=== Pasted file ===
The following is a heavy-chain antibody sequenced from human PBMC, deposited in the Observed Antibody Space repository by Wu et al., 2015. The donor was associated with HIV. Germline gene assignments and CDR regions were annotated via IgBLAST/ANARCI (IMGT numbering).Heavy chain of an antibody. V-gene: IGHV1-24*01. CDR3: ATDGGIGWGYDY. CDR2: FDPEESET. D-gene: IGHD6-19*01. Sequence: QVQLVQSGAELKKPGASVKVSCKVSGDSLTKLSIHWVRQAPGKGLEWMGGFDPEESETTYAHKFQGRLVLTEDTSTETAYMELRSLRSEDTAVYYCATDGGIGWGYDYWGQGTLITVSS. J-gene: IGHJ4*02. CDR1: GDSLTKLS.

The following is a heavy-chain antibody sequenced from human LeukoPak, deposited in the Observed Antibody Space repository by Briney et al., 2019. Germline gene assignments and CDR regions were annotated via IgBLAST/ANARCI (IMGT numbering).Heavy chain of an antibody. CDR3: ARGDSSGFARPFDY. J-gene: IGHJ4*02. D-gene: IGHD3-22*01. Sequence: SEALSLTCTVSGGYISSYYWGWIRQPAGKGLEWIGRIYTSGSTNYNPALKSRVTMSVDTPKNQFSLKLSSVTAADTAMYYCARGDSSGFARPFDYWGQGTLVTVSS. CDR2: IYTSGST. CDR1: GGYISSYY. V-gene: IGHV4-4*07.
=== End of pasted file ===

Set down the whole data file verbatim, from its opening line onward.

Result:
The following is a heavy-chain antibody sequenced from human PBMC, deposited in the Observed Antibody Space repository by Wu et al., 2015. The donor was associated with HIV. Germline gene assignments and CDR regions were annotated via IgBLAST/ANARCI (IMGT numbering).Heavy chain of an antibody. V-gene: IGHV1-24*01. CDR3: ATDGGIGWGYDY. CDR2: FDPEESET. D-gene: IGHD6-19*01. Sequence: QVQLVQSGAELKKPGASVKVSCKVSGDSLTKLSIHWVRQAPGKGLEWMGGFDPEESETTYAHKFQGRLVLTEDTSTETAYMELRSLRSEDTAVYYCATDGGIGWGYDYWGQGTLITVSS. J-gene: IGHJ4*02. CDR1: GDSLTKLS.

The following is a heavy-chain antibody sequenced from human LeukoPak, deposited in the Observed Antibody Space repository by Briney et al., 2019. Germline gene assignments and CDR regions were annotated via IgBLAST/ANARCI (IMGT numbering).Heavy chain of an antibody. CDR3: ARGDSSGFARPFDY. J-gene: IGHJ4*02. D-gene: IGHD3-22*01. Sequence: SEALSLTCTVSGGYISSYYWGWIRQPAGKGLEWIGRIYTSGSTNYNPALKSRVTMSVDTPKNQFSLKLSSVTAADTAMYYCARGDSSGFARPFDYWGQGTLVTVSS. CDR2: IYTSGST. CDR1: GGYISSYY. V-gene: IGHV4-4*07.